Two plainclothes detectives are sitting at a stoplight in an unmarked car. Another vehicle pulls up alongside them. When the light turns green, the solo motorist gives the detectives the finger, and then screeches away. The detectives give chase, and pull the motorist over. The motorist pleads his case: he didn’t know they were law officers, he was just kidding. One of the detectives makes the point that flipping off strangers on the road is reckless and foolhardy. “What if we weren’t police?” he asks the motorist. “What if we were just two wackos with a shotgun in the trunk?” This anecdote, which I’ve paraphrased from memory, appears in Ellen Count’s 1995 book Cop Talk (Pocket Books). My aim isn’t to condemn law enforcement, but rather to recognize that driving is, inherently, a socially bizarre and contradictory experience.
To drive is to act intimately with hundreds of complete strangers while not necessarily caring for their well-being. Imagine that we are at a Department of Motor Vehicles center, which in the United States usually equates to a large, crowded room with very slow lines where everyone would rather not be. We all desperately want to leave, but we need to be here. Give or take a handful of people, everyone in that room will grin and bear the tedium in order to get on with life; no one will cut in line or actively antagonize a person they do not know. There’s an intimacy there based on a sort of social contract that’s in force in banks, at grocery stores, at restaurants, and so on; it’s the opposite of anarchy.
But then once all of us are finished at the DMV, we climb into our cars, and all bets are off. That temporary veil of decorum is cast aside with the abandon of a flipped switch. Anything can happen, and suddenly drivers are sideswiping each other, cutting each other off, swearing quite openly, weaving through traffic, traveling at twice the speed limit. A drunk weaves heedlessly along a highway, miraculously not killing himself or anyone else. You shake your head when a woman rides your bumper because she doesn’t feel that you’re moving quickly enough in the fast lane, and she shakes her head back in mockery, and this infuriates you. Before roaring off, a psychopath threatens to collide with you because he’s desperate.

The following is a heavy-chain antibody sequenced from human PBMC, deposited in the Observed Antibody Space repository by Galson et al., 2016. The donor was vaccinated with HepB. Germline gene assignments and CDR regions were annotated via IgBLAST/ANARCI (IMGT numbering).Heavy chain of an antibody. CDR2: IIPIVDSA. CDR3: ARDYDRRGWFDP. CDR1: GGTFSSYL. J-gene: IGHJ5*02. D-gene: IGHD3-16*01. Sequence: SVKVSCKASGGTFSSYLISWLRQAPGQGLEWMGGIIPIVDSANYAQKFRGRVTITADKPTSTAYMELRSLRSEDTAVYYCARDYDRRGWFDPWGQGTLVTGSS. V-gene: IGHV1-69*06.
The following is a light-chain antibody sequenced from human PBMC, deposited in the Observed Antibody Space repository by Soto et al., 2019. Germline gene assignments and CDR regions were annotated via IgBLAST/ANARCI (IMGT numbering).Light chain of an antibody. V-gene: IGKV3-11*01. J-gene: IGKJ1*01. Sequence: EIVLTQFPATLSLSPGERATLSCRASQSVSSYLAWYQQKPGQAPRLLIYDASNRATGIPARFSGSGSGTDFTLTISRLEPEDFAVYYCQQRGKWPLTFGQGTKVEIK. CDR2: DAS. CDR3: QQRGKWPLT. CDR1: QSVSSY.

In a fast-food parking lot, an old woman screams at you from behind the passenger side window of an SUV because you almost ran into it because neither you or the driver were aware of one another at first: entering the lot you didn’t know the driver was backing out, and he didn’t see you coming. We all are transformed into monsters; so much is at stake, and we are shameless. We’re all risking our lives together and couldn’t care less about how we are received because we’re strangers who will never see one another again. It’s crucial yet it’s ephemeral. It’s bizarre that so many of us are willing to gamble by giving in to emotion when there’s no way to know what kind of day the other driver is having—whether the other driver is suicidal, or packing heat.
Even when driving isn’t that dramatic, there’s something deeply unsettling about it. The next time you’re driving and can safely do so, take a moment to observe the faces of other drivers, perhaps if you’re stopped at a light and cars and trucks are turning. Most motorists wear the emptiest expressions, these bored, emotionless masks, like automatons or robots; driving is capable of transforming us into carbon-based machinery. I’m most heartened, weirdly, by those drivers who sing, or head-bang, or air drum, because—while they’re not necessarily safer than those who fiddle with phones or eat on the road—they seem to be the most knowingly alive.